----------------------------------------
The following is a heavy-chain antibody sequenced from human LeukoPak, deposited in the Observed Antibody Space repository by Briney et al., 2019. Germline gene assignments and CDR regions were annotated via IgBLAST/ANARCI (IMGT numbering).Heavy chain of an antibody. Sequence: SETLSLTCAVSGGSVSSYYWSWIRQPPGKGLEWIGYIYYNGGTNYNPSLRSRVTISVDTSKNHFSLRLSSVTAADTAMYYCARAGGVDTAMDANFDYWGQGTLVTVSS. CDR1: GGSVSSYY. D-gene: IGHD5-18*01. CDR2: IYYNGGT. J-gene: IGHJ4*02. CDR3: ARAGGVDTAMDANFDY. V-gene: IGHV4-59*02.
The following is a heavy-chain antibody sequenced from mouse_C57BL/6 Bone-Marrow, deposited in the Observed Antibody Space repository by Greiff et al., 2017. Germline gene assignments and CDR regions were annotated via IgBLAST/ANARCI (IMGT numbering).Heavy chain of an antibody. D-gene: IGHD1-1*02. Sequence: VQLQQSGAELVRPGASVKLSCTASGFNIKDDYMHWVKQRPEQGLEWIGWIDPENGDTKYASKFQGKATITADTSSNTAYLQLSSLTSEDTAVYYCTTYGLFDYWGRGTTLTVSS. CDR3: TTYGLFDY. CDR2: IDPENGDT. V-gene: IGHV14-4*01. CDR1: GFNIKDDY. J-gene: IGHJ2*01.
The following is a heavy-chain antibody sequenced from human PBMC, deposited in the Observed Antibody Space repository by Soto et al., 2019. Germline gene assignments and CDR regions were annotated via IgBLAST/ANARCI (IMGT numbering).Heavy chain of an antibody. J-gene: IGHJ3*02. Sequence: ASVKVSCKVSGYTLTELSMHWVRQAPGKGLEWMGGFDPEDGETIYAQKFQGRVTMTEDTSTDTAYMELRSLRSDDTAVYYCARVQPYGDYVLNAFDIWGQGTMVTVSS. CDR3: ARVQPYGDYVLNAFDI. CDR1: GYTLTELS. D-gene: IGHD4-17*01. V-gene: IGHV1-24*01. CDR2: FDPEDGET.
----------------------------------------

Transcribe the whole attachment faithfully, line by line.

The following is a heavy-chain antibody sequenced from human LeukoPak, deposited in the Observed Antibody Space repository by Briney et al., 2019. Germline gene assignments and CDR regions were annotated via IgBLAST/ANARCI (IMGT numbering).Heavy chain of an antibody. Sequence: SETLSLTCAVSGGSVSSYYWSWIRQPPGKGLEWIGYIYYNGGTNYNPSLRSRVTISVDTSKNHFSLRLSSVTAADTAMYYCARAGGVDTAMDANFDYWGQGTLVTVSS. CDR1: GGSVSSYY. D-gene: IGHD5-18*01. CDR2: IYYNGGT. J-gene: IGHJ4*02. CDR3: ARAGGVDTAMDANFDY. V-gene: IGHV4-59*02.
The following is a heavy-chain antibody sequenced from mouse_C57BL/6 Bone-Marrow, deposited in the Observed Antibody Space repository by Greiff et al., 2017. Germline gene assignments and CDR regions were annotated via IgBLAST/ANARCI (IMGT numbering).Heavy chain of an antibody. D-gene: IGHD1-1*02. Sequence: VQLQQSGAELVRPGASVKLSCTASGFNIKDDYMHWVKQRPEQGLEWIGWIDPENGDTKYASKFQGKATITADTSSNTAYLQLSSLTSEDTAVYYCTTYGLFDYWGRGTTLTVSS. CDR3: TTYGLFDY. CDR2: IDPENGDT. V-gene: IGHV14-4*01. CDR1: GFNIKDDY. J-gene: IGHJ2*01.
The following is a heavy-chain antibody sequenced from human PBMC, deposited in the Observed Antibody Space repository by Soto et al., 2019. Germline gene assignments and CDR regions were annotated via IgBLAST/ANARCI (IMGT numbering).Heavy chain of an antibody. J-gene: IGHJ3*02. Sequence: ASVKVSCKVSGYTLTELSMHWVRQAPGKGLEWMGGFDPEDGETIYAQKFQGRVTMTEDTSTDTAYMELRSLRSDDTAVYYCARVQPYGDYVLNAFDIWGQGTMVTVSS. CDR3: ARVQPYGDYVLNAFDI. CDR1: GYTLTELS. D-gene: IGHD4-17*01. V-gene: IGHV1-24*01. CDR2: FDPEDGET.